Yikes, Suround & Sound magazine reports that 50% of consumers who purchase home-theater-in-a-box buyers surround sound systems do not hook up their rear speakers because of inexperience or because aesthetic issues. We experienced this ourselves while visiting family over the holidays, with a brand new Blu-Ray center, 50" plasma home theater operating on half steam in the audio department...
The family had it professionally installed but didn't realize they had been enjoying their expensive new system without the rear speakers on the whole time. The looks on their faces after I fiddled a bit with their settings..."like night and day" they said.
Here's the other findings Sound & Vision quoted from the Consumer Electronics Association and CE manufacturers discovered:
• In a 2005 CEA study of the audio market, 23% of consumers cited their objection to running exposed wires to five or more speakers as one of their reasons for not owning a home theater. (Not surprisingly, 74% of consumers want systems with as few wires and connections as possible.)
• When home theater owners in the CEA study were asked what criteria they'd most like to improve in their systems, 34% cited "visibility of wires," ranking it first on the list along with "size of screen" and "size of room."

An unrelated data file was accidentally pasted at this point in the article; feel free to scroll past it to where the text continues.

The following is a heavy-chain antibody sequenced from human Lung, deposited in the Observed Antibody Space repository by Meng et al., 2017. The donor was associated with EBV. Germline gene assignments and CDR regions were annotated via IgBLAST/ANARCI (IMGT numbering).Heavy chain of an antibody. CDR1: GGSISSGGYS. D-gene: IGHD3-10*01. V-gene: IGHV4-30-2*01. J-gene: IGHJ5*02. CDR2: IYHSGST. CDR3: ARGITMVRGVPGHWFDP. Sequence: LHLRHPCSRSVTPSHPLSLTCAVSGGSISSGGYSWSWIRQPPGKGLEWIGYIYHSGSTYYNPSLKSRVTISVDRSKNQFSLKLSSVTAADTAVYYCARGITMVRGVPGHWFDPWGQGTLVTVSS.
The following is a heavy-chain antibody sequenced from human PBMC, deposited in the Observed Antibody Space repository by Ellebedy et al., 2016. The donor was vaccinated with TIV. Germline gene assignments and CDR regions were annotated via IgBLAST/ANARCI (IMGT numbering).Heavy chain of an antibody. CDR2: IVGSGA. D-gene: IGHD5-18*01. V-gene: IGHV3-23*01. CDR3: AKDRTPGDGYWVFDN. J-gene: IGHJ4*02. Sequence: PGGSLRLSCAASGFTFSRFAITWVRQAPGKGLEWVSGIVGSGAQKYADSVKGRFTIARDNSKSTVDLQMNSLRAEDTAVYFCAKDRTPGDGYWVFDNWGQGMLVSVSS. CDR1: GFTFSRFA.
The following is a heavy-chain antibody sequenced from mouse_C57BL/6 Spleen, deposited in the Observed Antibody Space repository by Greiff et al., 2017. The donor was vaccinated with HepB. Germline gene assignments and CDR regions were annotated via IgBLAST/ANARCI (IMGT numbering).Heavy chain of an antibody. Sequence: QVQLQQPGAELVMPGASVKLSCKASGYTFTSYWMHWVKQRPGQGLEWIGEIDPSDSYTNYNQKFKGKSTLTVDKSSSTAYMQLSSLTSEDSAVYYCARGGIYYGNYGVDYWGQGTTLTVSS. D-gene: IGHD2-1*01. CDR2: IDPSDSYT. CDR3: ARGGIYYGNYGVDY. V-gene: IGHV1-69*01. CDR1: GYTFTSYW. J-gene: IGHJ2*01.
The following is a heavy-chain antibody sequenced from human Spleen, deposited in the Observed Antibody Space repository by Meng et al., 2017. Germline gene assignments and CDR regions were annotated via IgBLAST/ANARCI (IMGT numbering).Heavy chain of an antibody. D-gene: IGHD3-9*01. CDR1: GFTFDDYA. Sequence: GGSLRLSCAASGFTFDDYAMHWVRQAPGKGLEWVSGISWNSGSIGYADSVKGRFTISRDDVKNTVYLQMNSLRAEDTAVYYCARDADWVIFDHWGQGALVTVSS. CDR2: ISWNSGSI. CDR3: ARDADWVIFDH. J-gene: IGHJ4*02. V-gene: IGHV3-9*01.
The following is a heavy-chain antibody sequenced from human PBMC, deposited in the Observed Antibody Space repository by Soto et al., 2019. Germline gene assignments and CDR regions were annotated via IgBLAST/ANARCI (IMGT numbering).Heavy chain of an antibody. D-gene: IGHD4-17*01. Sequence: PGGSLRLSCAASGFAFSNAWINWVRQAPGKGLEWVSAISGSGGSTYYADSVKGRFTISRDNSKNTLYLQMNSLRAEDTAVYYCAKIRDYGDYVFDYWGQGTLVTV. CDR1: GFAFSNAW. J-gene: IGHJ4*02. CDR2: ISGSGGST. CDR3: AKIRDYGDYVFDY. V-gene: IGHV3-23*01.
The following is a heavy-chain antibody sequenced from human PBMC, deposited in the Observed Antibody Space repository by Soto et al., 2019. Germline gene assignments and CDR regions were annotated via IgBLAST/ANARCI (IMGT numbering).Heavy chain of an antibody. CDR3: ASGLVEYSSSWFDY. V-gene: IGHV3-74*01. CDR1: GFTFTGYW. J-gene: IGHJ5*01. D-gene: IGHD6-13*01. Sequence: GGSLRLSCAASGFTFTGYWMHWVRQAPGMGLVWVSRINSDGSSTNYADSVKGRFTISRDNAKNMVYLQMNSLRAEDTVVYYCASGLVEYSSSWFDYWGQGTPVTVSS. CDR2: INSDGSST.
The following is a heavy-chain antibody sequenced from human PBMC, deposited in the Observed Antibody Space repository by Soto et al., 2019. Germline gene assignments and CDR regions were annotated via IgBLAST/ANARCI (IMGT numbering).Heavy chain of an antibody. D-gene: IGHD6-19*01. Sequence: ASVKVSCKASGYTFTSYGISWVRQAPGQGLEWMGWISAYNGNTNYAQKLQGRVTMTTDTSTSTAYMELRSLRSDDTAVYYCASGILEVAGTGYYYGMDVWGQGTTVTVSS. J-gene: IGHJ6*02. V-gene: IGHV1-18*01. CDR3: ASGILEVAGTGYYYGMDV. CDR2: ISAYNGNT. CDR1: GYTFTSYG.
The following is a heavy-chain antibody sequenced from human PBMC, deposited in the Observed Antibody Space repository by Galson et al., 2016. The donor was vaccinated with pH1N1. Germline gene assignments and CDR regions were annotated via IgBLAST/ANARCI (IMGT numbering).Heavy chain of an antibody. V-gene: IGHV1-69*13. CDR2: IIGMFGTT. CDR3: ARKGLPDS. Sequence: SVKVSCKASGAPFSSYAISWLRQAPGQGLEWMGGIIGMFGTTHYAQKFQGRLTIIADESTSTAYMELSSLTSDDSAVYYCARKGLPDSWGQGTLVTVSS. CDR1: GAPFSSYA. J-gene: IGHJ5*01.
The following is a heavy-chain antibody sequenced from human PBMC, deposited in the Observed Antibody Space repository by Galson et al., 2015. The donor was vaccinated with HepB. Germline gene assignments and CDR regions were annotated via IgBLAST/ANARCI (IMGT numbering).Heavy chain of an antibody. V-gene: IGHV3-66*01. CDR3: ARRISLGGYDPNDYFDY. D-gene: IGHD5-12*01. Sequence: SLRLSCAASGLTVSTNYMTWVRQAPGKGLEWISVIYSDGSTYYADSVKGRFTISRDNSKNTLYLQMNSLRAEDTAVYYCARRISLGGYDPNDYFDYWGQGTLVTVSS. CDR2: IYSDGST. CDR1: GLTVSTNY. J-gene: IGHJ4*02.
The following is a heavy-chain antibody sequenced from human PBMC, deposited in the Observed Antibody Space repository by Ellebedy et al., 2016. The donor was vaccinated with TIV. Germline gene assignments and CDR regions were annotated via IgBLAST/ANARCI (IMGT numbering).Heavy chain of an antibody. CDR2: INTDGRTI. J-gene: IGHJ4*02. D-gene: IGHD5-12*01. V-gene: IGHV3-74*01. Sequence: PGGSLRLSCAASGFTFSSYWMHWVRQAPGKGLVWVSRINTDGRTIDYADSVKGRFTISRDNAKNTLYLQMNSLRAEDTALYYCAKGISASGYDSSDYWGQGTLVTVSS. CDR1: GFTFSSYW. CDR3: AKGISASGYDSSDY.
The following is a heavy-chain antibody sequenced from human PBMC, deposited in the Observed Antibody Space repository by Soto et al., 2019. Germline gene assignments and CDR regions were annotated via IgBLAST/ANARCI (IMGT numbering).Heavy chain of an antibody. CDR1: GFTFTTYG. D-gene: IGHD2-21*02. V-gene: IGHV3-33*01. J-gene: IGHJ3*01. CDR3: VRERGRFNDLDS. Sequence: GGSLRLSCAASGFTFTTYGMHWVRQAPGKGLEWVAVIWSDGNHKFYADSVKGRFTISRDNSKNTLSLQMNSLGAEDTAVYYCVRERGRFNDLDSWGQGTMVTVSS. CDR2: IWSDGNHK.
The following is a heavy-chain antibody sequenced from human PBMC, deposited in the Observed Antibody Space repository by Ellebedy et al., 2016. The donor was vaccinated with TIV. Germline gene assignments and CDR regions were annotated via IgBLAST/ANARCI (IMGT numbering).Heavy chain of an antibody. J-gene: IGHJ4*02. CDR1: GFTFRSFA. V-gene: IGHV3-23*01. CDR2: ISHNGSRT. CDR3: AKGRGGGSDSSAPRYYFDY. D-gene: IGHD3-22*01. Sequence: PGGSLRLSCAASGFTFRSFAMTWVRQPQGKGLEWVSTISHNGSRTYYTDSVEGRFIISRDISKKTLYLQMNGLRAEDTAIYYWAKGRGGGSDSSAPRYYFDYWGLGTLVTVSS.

• A study conducted by Polk Audio in 2006 to gauge interest among audio consumers in wireless speaker technology found that the most preferred role for wireless speakers was as "home theater surround/rear speakers" — beating out wireless multi-room speakers for a second zone and even wireless subwoofers.
• In another survey conducted by Polk among buyers of its SurroundBar one-piece multichannel speaker systems, customers most often cited "solution for difficult room configuration" and "all-in-one convenience" as their primary reasons for purchase. But when asked what other reasons motivated them to buy, the top-ranked responses (aside from brand) were "all-in-one convenience" (cited by 50% of respondents), "less clutter" (50%), "less wires" (47%) and "design/appearance" (47%).
• Surroundaphobia may logically be thought to occur mostly among home-theater-in-a-box (HTIB) buyers, but it's apparently suffered even among more sophisticated A/V receiver shoppers. An older 2003 CEA survey found that 12% of surround-sound receiver owners had three or fewer speakers connected to their system, suggesting that the rear channels were simply going unused.
Other posts about hiding wires: